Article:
Management of reproductive health

Irregular periods

After lifestyle interventions and education, the COCP is recommended for managing irregular menstrual cycles in women with PCOS. Metformin can also be considered for irregular cycles if the COCP is contraindicated, not accepted or not tolerated.2 Inositol may be considered for managing irregular cycles if it is the woman’s preference, noting the lack of clear benefit and low risk of side effects.20 Owing to the lack of high-quality evidence for inositol use to improve the symptoms of PCOS, no recommendations on specific types, doses or combinations can be made. Other forms of contraception should be considered and discussed with women using metformin or inositol.

The GP plays an important role in shared decision-making on the use of the COCP and other potential therapies for irregular periods. General population guidelines for COCP prescribing should be consulted. GPs have significant experience in prescribing the COCP and are well placed to provide information on its efficacy and safety and consider individual relative and absolute contraindications and the impact of the COCP on PCOS-specific features, such as excess weight, mental health and cardiovascular risk factors. Progestin-only oral and long-acting reversible contraceptives may also be considered for endometrial protection, based on general population guidelines, acknowledging that evidence on other hormonal and metabolic effects in women with PCOS is limited.2,22 A practice tool for pharmacological treatment for nonfertility indications is available online (Algorithm 4:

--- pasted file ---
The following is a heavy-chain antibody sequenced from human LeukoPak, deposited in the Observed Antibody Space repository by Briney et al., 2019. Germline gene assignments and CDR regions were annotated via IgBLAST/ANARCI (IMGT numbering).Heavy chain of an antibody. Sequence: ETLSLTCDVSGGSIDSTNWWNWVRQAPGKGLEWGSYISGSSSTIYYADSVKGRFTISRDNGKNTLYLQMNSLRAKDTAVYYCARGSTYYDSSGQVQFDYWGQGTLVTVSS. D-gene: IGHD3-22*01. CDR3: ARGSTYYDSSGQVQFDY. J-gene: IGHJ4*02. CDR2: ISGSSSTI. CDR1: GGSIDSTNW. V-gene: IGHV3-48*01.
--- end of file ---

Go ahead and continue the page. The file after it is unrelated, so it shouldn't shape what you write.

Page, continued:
Fertility is a major concern for women with PCOS. The role of the GP includes co-creation of a lifelong reproductive health plan with adults and adolescents. One of the most important measures is the provision of accurate and age-appropriate information, including reassurance that pregnancy can often be successfully achieved either naturally or with infertility treatment. Other components of a reproductive health plan include:

  • discussions of contraception if pregnancy is not currently desired
  • counselling (using a weight-inclusive approach) on the adverse impact of excess weight on reproductive outcomes such as clinical pregnancy rates, miscarriage and live birth rates
  • provision of routine preconception care
  • lifelong provision of optimal management of comorbidities such as diabetes, hypertension and psychological conditions.

A practice tool is available online for the management of infertility in women with PCOS (Algorithm 5:

First-line management for all women intending to conceive comprises optimising preconception health and lifestyle. Modifiable risk factors that impact fertility, such as a higher BMI, smoking status, alcohol consumption, prescribed and recreational drug use, untreated sexually transmitted infections, nutritional status, coeliac disease and poor dental health, should be addressed. Women with PCOS have a higher risk of hypertension, preeclampsia and gestational diabetes in pregnancy, and blood pressure and glycaemic status (using an OGTT) should be checked in the preconception period and managed appropriately. Other usual preconception measures should be undertaken as for all women. Of note, folic acid is recommended to be commenced at least one month prior to pregnancy at a dose of 0.4 mg. For women with an increased risk of neural tube defects, including those with a BMI greater than 30 kg/m2, a higher dose of 5 mg is recommended.23